The use of real skeletons in Poltergeist was an inspired decision that allowed the filmmakers to create a truly frightening and realistic atmosphere. Real skeletons are more durable than fake props, allowing for better lighting effects. Additionally, real skeletons are much more cost-effective than using fake props. Using real skeletons also allowed the actors to be more creative and expressive. Overall, using real skeletons in Poltergeist was an excellent decision for the movie’s production and helped make it a classic horror film.
Production Challenges of this
The 1982 movie Poltergeist created a lot of controversy and intrigue when it was released due to its unique production challenges. One of the most noteworthy of these challenges was the use of real skeletons as props.
The prop department faced the difficult task of sourcing real human skeletons for the film. This created some primary ethical considerations, as the production team had to source the skeletons from medical facilities in a way that was respectful to the deceased. To ensure the utmost respect was given to the deceased, the production team decided to use skeletons already available in medical facilities rather than purchasing them from other sources. This decision was met with mixed reactions from the cast and crew, with some feeling uncomfortable about working with actual human remains.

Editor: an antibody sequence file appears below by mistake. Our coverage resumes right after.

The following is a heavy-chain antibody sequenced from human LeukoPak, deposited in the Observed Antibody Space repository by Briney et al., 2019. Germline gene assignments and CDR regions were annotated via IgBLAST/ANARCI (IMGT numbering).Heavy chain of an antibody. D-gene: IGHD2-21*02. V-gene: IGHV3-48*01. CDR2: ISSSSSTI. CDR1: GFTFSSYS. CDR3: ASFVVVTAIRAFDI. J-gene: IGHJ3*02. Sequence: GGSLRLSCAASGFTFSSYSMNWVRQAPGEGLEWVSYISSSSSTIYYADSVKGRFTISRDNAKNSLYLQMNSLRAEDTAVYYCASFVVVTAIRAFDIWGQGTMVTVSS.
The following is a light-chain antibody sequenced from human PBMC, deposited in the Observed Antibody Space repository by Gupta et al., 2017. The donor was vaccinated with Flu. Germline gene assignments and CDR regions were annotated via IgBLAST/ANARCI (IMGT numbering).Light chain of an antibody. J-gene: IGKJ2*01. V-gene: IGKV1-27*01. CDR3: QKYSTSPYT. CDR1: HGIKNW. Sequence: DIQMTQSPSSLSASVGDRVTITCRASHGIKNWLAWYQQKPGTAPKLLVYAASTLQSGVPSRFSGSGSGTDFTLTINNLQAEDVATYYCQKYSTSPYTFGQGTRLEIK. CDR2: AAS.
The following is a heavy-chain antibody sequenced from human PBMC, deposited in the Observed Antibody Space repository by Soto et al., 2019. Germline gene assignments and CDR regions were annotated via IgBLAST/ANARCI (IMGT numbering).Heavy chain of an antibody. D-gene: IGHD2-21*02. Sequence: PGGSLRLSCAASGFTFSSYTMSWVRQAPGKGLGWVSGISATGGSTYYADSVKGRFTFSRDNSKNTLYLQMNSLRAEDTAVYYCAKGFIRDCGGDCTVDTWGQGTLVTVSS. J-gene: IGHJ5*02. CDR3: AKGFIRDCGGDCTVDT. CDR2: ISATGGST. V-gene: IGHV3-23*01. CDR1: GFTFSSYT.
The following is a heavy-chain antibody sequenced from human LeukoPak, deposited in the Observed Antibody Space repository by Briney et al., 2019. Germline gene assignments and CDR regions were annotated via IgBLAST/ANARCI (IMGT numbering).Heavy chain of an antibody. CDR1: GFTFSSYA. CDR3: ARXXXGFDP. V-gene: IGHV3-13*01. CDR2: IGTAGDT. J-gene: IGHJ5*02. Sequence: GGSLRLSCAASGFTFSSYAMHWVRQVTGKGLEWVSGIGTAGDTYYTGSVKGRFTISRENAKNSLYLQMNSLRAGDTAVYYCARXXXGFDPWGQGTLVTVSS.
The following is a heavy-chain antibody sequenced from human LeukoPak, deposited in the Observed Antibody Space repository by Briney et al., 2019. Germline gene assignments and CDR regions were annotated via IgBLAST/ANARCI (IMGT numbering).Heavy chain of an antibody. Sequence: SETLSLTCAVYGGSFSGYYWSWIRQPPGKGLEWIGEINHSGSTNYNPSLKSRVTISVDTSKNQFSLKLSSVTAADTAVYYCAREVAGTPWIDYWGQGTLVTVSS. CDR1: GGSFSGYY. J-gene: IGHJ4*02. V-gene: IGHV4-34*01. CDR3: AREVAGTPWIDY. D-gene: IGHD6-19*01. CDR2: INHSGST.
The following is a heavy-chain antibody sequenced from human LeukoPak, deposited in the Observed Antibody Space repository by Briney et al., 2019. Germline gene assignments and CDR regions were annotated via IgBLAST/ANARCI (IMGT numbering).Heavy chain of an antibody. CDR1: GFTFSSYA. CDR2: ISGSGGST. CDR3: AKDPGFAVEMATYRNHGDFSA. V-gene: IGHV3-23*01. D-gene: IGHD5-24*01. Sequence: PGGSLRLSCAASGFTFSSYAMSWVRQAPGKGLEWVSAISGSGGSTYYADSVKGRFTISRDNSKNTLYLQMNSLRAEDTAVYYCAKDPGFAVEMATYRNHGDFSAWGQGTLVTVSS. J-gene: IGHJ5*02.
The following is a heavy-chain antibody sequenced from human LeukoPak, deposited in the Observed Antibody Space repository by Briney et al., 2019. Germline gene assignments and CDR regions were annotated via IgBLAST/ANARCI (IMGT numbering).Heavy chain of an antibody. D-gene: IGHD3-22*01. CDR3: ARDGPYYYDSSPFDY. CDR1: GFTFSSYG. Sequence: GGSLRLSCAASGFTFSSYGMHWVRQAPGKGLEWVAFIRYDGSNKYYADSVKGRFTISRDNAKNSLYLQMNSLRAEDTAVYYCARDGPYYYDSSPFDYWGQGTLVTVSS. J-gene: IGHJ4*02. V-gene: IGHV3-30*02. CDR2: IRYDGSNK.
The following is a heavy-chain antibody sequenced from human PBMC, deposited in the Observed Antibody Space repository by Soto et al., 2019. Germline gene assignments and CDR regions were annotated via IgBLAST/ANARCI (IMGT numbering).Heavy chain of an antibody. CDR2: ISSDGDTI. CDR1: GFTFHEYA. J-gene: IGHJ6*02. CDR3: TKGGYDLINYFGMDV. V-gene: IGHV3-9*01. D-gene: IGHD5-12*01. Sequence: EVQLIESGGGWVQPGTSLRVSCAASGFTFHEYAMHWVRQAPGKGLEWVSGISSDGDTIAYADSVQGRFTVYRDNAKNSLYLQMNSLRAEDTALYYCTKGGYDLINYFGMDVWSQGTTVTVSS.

Despite the ethical concerns, the production team treated the skeletons with the utmost care and respect, ensuring they were handled with dignity and not used as a cheap props. By using real skeletons, the producers were able to give the movie a more authentic and eerie feel, something that would not have been possible with cheaper, synthetic alternatives.
Potential Legal Issues
The Impact of Using Real Skeletons
One potential legal issue from the 1982 movie Poltergeist using real skeletons as props was the lack of consent from the deceased individuals or their families. The use of real human skeletons in the movie raised ethical and legal questions about whether the deceased individuals or their families permitted their remains to be used as props.
Using actual human remains without consent is an ethical violation, but it may also be illegal in some jurisdictions. There may also have been a contractual issue with the film studio regarding whether the use of human remains was explicitly prohibited in the contract. Legal issues may have arisen if the studio failed to get the necessary consent from the deceased individuals or their families or if they failed to comply with any contractual requirements. Ultimately, the movie’s producers avoided potential legal issues using fake skeletons.
The 1982 movie Poltergeist used real skeletons as props to help create the haunting and eerie atmosphere of the movie. While this may have been shocking and controversial then, it provides a unique insight into the filmmakers’ creative processes. It also shows that the movie was willing to go to extreme lengths to create a truly memorable horror experience. Although it may have been controversial, the use of real skeletons in the movie ultimately helped to make it a classic in the genre.